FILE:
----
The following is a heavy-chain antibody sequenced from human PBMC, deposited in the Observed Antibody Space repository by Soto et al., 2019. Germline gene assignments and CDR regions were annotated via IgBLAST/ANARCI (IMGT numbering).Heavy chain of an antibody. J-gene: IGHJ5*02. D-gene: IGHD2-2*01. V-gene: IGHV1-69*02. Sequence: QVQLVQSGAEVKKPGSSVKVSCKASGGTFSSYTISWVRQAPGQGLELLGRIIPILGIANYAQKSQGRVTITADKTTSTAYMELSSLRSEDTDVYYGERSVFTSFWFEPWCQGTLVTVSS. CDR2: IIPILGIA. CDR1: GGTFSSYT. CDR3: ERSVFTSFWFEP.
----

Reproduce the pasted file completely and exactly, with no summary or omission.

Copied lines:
The following is a heavy-chain antibody sequenced from human PBMC, deposited in the Observed Antibody Space repository by Soto et al., 2019. Germline gene assignments and CDR regions were annotated via IgBLAST/ANARCI (IMGT numbering).Heavy chain of an antibody. J-gene: IGHJ5*02. D-gene: IGHD2-2*01. V-gene: IGHV1-69*02. Sequence: QVQLVQSGAEVKKPGSSVKVSCKASGGTFSSYTISWVRQAPGQGLELLGRIIPILGIANYAQKSQGRVTITADKTTSTAYMELSSLRSEDTDVYYGERSVFTSFWFEPWCQGTLVTVSS. CDR2: IIPILGIA. CDR1: GGTFSSYT. CDR3: ERSVFTSFWFEP.